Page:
I hope this is the right forum to ask this question.

I want to experiment with procedurally generating some buildings, and as a first step I want to generate a 2D shape to use as a foundation for the building.

My plan would be to create a union of an arbitrary (but probably quite small) amount of shapes. It seems simple enough, but I wonder what algorithms there are available for breaking up such a union into simple line shapes? (that can be used to place walls)

  • $\begingroup$ Here is a good tutorial for OpenGL on how to create outlines for arbitrary objects using the stencil buffer: learnopengl -> stencil-testing. I think this technique can be translated to other APIs like DirectX or Vulkan. However, it is a bit more complicated than the answer of pmw1234 and probably too much for your use case. $\endgroup$
    – wychmaster
    Mar 28, 2021 at 11:34

1 Answer 1


Draw it twice, first time at full size and the color you want for the outline, draw it filled. The second time you draw it scaled down in both the x and y directions. The second time you draw it the color is the same as the background color, and draw it filled again. What will be left is the outline. Is this what you had in mind?

Per your comment, I add more info:

Generating an array of exterior edges can be done in a few ways. The easiest one to implement (but also the slowest) is to count the number polygons that share a given edge. The exterior is all the edges which only have a single polygon using that edge. And the two vertices that make up that edge become part of the array of "lines"( an actual line can be computed from two vertices). Also, this will count "holes" as part of the exterior. For example if a building surrounds a courtyard, then the courtyard would be counted as exterior.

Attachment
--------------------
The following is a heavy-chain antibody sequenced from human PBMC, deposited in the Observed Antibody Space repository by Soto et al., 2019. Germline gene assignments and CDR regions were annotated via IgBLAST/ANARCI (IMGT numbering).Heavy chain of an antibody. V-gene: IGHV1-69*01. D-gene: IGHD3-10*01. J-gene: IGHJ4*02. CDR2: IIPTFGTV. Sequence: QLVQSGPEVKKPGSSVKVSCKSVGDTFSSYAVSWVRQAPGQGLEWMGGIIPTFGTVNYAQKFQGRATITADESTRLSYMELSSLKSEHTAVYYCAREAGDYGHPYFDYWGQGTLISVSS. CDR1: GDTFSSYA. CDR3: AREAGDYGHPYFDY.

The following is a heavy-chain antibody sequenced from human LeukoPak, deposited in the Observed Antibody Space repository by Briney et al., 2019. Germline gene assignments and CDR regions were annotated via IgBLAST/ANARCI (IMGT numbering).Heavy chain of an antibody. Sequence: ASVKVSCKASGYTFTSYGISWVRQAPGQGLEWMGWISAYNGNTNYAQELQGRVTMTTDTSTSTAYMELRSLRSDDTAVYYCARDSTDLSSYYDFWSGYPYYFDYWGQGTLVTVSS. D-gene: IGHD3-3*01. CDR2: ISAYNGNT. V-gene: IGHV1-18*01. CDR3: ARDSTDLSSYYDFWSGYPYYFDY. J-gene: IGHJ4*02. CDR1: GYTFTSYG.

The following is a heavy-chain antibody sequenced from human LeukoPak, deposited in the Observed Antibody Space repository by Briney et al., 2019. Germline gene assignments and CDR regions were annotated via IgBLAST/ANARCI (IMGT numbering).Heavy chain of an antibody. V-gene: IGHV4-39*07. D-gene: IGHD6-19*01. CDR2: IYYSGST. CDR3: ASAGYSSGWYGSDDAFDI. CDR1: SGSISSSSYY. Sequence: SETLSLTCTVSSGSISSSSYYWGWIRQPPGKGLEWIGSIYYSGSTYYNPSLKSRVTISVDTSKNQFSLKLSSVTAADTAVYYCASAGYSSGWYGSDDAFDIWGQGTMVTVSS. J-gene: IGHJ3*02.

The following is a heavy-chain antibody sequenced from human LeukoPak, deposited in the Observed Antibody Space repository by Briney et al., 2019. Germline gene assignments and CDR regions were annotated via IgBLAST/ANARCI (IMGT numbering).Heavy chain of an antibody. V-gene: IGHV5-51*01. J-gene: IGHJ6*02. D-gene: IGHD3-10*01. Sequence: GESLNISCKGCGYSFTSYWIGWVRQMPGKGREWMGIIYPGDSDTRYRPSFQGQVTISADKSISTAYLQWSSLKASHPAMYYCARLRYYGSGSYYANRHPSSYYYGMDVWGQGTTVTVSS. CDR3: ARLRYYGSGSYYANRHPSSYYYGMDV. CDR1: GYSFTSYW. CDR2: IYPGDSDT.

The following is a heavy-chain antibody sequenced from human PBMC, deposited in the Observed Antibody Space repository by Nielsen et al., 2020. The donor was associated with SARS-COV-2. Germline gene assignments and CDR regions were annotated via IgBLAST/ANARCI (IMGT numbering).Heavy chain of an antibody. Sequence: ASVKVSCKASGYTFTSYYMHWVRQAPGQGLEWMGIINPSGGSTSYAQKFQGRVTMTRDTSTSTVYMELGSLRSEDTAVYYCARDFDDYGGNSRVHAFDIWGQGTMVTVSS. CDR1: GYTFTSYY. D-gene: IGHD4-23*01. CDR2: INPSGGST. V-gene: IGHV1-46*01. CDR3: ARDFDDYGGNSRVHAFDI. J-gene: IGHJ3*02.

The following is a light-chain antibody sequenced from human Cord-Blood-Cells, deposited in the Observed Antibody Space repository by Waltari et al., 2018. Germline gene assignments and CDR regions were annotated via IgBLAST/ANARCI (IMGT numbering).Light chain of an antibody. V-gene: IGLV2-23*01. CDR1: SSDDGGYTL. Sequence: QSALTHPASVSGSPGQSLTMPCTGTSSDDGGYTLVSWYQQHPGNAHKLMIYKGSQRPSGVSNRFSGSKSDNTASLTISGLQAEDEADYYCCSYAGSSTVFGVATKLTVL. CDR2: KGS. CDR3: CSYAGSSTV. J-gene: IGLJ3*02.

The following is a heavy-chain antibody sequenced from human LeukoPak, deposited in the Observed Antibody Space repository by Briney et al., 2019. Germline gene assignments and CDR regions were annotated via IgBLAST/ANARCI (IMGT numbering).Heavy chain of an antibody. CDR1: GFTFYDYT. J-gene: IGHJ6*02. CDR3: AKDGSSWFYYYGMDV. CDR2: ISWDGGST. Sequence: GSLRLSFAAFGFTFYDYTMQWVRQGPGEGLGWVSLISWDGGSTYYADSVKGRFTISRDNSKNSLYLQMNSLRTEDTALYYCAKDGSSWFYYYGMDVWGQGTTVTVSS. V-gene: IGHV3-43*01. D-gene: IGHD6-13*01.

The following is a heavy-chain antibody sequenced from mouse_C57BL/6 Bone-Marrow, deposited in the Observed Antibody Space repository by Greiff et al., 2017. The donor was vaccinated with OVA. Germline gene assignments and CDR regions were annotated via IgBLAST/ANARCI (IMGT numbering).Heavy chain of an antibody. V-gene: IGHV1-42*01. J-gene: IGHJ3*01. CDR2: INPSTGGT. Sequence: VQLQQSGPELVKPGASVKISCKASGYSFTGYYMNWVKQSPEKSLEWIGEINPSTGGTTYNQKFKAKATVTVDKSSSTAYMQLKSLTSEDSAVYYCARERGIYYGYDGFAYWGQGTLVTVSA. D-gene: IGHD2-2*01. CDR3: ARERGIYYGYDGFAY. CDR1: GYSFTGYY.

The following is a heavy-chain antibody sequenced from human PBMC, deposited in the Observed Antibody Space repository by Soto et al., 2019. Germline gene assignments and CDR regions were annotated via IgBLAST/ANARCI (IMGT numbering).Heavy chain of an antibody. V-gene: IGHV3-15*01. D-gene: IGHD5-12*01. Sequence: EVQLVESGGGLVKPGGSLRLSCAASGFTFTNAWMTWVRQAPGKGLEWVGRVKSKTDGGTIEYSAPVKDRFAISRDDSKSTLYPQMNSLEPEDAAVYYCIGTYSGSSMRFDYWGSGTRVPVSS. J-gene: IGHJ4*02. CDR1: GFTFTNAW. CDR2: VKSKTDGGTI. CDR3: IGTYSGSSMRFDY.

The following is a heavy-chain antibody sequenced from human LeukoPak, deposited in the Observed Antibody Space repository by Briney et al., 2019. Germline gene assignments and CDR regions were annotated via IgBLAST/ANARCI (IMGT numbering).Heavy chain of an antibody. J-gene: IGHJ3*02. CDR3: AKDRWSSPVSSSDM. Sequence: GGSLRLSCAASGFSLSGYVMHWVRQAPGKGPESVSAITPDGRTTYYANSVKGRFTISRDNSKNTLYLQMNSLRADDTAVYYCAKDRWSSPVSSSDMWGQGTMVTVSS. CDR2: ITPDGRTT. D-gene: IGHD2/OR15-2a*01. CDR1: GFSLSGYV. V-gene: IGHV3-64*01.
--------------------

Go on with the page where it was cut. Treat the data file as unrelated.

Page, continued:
This can be implemented by creating an array of unique vertices, then each polygon is formed by indexing into the list. (just like indexed triangle draw lists). Finally pick a single polygon off the list, takes its first edge, and search all the other polygons for that edge.

Another method using a doubly connected edge list is given here.

  • $\begingroup$ That would solve it as in it would draw the outline. Although in my case (kind of an edge case I guess) I want an array of lines that together form the outline $\endgroup$
    – munHunger
    Mar 29, 2021 at 5:56
  • $\begingroup$ I updated my answer per your comment. $\endgroup$
    – pmw1234
    Mar 29, 2021 at 14:47

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